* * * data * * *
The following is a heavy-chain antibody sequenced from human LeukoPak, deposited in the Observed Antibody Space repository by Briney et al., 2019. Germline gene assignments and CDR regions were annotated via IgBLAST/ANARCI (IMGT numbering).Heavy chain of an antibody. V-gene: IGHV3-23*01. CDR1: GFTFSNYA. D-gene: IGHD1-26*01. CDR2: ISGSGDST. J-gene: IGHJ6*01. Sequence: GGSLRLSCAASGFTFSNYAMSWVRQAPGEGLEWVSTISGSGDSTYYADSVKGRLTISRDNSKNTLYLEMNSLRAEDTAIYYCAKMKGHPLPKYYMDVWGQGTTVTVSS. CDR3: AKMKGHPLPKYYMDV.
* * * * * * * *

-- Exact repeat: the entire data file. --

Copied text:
The following is a heavy-chain antibody sequenced from human LeukoPak, deposited in the Observed Antibody Space repository by Briney et al., 2019. Germline gene assignments and CDR regions were annotated via IgBLAST/ANARCI (IMGT numbering).Heavy chain of an antibody. V-gene: IGHV3-23*01. CDR1: GFTFSNYA. D-gene: IGHD1-26*01. CDR2: ISGSGDST. J-gene: IGHJ6*01. Sequence: GGSLRLSCAASGFTFSNYAMSWVRQAPGEGLEWVSTISGSGDSTYYADSVKGRLTISRDNSKNTLYLEMNSLRAEDTAIYYCAKMKGHPLPKYYMDVWGQGTTVTVSS. CDR3: AKMKGHPLPKYYMDV.